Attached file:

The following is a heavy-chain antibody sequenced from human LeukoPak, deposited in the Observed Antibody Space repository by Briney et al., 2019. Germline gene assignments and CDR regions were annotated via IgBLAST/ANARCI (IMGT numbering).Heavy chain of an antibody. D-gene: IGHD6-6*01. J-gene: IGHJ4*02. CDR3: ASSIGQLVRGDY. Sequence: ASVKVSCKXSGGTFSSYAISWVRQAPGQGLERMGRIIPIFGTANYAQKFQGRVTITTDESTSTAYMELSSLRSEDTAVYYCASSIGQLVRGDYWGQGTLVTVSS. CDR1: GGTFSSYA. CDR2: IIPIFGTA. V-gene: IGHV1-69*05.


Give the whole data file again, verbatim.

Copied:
The following is a heavy-chain antibody sequenced from human LeukoPak, deposited in the Observed Antibody Space repository by Briney et al., 2019. Germline gene assignments and CDR regions were annotated via IgBLAST/ANARCI (IMGT numbering).Heavy chain of an antibody. D-gene: IGHD6-6*01. J-gene: IGHJ4*02. CDR3: ASSIGQLVRGDY. Sequence: ASVKVSCKXSGGTFSSYAISWVRQAPGQGLERMGRIIPIFGTANYAQKFQGRVTITTDESTSTAYMELSSLRSEDTAVYYCASSIGQLVRGDYWGQGTLVTVSS. CDR1: GGTFSSYA. CDR2: IIPIFGTA. V-gene: IGHV1-69*05.